Departed Blue Waters Football Club attacking midfielder Bernard ‘Da Costa’ Philemon was arguably one of the most underrated footballers this country has ever unearthed.
And although the late pale hide Da Costa was born in Walvis Bay in 1951, he grew up in Tsumeb, but the strongly built midfielder never featured for any of the local clubs in the copper town as he started his amazing football career at boyhood team Blue Waters Football Club.
In later years, the rock star lookalikea Da Costa relocated to the place of his birth whilst still a young man barely out of his pair of shorts, joining forces with the ‘Beautiful Birds’ in the late sixties.
Unlike many of his peers who started their football journey in the Birds’ second strings, the handsome midfielder walked straight into Omeya’s starting line-up where he in no time established himself as a vital cog in the Birds’ engine room.
In today’s edition of your favourite weekly sports feature, detailing the unrevealed journey of retired athletes, New Era Sport pays tribute to one of the most unsung football heroes, as we go toe to toe with Da Costa’s unfulfilled football journey.
Carlos ‘CK’ Kambaekwa
Walvis Bay-Back in the day, during the height of apartheid in the then South West Africa (SWA), light-skinned black people were regarded superior to their darkish hide counterparts even if they were descendants from the same tribe.
This nauseating notion was instilled in the minds of Bantus by the evil apartheid authorities, even going to the length of giving light-skinned employees preferential treatment over their own kith and kin within the workplace.
They would always get installed as foremen (supervisors) to run an eye over their fellow Bantu folks while receiving better salaries than those with dark skins.
This misplaced perception would trickle down to social gatherings amongst the black folk in recreational associations such as the beautiful game of football and many other aspects in the daily life of blacks.
Ironically, footballers of light complexion would always be a mile ahead of the darkish hide counterparts and would be justifiably treated with admiration by their teammates, fans and the opposition alike.
Almost each and every football club in the business had a light-skinned squad member in their midst and they were all exceptional athletes in their own right.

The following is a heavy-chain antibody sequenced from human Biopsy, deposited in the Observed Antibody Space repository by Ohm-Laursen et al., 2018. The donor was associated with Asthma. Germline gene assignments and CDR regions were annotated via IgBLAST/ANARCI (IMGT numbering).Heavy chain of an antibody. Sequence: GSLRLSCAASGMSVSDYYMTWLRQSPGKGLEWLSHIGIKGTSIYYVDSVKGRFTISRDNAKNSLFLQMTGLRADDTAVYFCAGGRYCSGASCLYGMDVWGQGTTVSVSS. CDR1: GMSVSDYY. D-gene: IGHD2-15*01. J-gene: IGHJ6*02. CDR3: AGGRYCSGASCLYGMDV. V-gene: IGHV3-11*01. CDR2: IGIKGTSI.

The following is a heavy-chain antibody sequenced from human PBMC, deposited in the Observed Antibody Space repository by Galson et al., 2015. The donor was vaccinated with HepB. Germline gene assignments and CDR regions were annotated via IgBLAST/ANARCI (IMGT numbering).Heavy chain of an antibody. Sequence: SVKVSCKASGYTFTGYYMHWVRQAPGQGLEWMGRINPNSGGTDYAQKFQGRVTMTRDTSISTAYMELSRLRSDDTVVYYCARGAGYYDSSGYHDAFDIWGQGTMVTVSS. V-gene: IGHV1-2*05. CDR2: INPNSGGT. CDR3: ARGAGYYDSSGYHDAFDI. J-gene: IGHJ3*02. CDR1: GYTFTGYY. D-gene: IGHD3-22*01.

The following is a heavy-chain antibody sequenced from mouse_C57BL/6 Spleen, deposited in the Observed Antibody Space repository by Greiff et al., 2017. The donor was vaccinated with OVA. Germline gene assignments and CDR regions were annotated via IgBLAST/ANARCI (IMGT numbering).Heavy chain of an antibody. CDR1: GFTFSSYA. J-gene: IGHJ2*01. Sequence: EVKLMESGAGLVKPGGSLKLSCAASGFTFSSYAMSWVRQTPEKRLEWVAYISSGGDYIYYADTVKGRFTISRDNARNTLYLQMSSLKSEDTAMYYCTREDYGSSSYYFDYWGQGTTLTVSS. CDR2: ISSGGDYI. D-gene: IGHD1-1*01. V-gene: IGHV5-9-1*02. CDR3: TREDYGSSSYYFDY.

The country’s oldest football club Tigers had Purikie Foster in their armoury, Cape Cross (Wherrick Zimmer-Goraseb), African Stars (Mike Pack and Epson Kapuire), Orlando Pirates (Michael ‘Ou Pine’ Pienaar, Thomas Losper, Gustav ‘Bassieman’ Jimmy-Naruseb), Eleven Arrows (Freek Samaria), Namib Woestyn (Laurentius ‘Daito’ Hagedoorn) but none was more popular than the Portuguese-looking pair of Purikie and Blue Waters attacking midfielder Bernard ‘Da Costa’ Philemon.
The pair wore the same resemblance and had identical playing style but worse still, their precious lives were both mysteriously abbreviated while still at the pinnacle of their flourishing football careers.
Coastal side Blue Waters are well known for their unique smooth sailing playing style, which has characterised the club’s history up to the modern day.
In the early seventies, Katutura giants Orlando Pirates dominated football in several knockout tournaments to the extent that the black and white strip outfit almost ran out of decent opponents – winning almost every available trophy on offer.
However, the unavoidable emergence of Da Costa Philemon’s inspired youthful Blue Waters side would change the landscape – bringing a premature end to the Ghosts’ dominance.
The Birds were playing the finest brand of football in the business and thousands would flock en masse to the old Katutura football field to follow the Birds whenever the seasiders touched down in the capital.
Da Costa was your typical modern day box-to-box midfielder – covering every blade of grass while making it a habit of registering his name on the score sheet at regular intervals.
Blessed with great pace and excellent first touch, the Elvis Presley lookalike Blue Waters playmaker captured the imagination of neutral football fans with his unmatched endurance and unbelievable football virtuosity second to none.
His presence in the Birds’ engine room provided stability, allowing his teammates to attack the opposition without fear of leaving themselves exposed at the back.
The energetic Da Costa was deployed as a lone midfielder during the days of the outdated primitive four-one-five playing format and would operate between the defenders and forwards with astonishing aplomb.
Da Costa was an invaluable squad member of the star-studded Western Invitational Eleven where he pulled strings in the middle of the park alongside the legendary Nangi ‘Watch’ Nickel, Axarob Doeseb, Haban Adams, Edy Cloete and Laurentius ‘Daito’ Hagedoorn amongst a horde of highly gifted footballers from that neck of the woods.
Sadly, the adorable midfielder took a bow from the game of life at the fairly young age of 37 while still at the pinnacle of his blossoming football career.
A highly gifted athlete, Da Costa passed away in Tsumeb in 1988. He was laid to rest at his home village Oshigambo in the Oshikoto Region. May his soul rest in eternal peace, in one